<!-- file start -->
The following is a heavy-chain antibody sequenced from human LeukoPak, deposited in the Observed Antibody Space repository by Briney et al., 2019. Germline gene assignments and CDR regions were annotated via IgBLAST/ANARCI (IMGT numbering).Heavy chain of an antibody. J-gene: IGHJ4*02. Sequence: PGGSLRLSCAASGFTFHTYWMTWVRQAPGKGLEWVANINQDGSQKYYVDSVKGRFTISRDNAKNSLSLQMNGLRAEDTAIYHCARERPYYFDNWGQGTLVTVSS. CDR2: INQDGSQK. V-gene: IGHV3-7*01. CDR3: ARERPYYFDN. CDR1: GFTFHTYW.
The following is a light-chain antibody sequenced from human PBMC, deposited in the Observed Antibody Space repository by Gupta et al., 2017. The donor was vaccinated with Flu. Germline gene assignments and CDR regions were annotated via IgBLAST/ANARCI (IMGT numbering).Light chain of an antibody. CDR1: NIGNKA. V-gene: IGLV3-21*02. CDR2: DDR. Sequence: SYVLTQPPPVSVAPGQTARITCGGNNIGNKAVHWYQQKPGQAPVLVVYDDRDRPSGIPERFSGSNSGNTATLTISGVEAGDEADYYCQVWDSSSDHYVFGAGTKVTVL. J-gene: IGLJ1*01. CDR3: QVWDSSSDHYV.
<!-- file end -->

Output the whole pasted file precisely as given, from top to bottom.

The following is a heavy-chain antibody sequenced from human LeukoPak, deposited in the Observed Antibody Space repository by Briney et al., 2019. Germline gene assignments and CDR regions were annotated via IgBLAST/ANARCI (IMGT numbering).Heavy chain of an antibody. J-gene: IGHJ4*02. Sequence: PGGSLRLSCAASGFTFHTYWMTWVRQAPGKGLEWVANINQDGSQKYYVDSVKGRFTISRDNAKNSLSLQMNGLRAEDTAIYHCARERPYYFDNWGQGTLVTVSS. CDR2: INQDGSQK. V-gene: IGHV3-7*01. CDR3: ARERPYYFDN. CDR1: GFTFHTYW.
The following is a light-chain antibody sequenced from human PBMC, deposited in the Observed Antibody Space repository by Gupta et al., 2017. The donor was vaccinated with Flu. Germline gene assignments and CDR regions were annotated via IgBLAST/ANARCI (IMGT numbering).Light chain of an antibody. CDR1: NIGNKA. V-gene: IGLV3-21*02. CDR2: DDR. Sequence: SYVLTQPPPVSVAPGQTARITCGGNNIGNKAVHWYQQKPGQAPVLVVYDDRDRPSGIPERFSGSNSGNTATLTISGVEAGDEADYYCQVWDSSSDHYVFGAGTKVTVL. J-gene: IGLJ1*01. CDR3: QVWDSSSDHYV.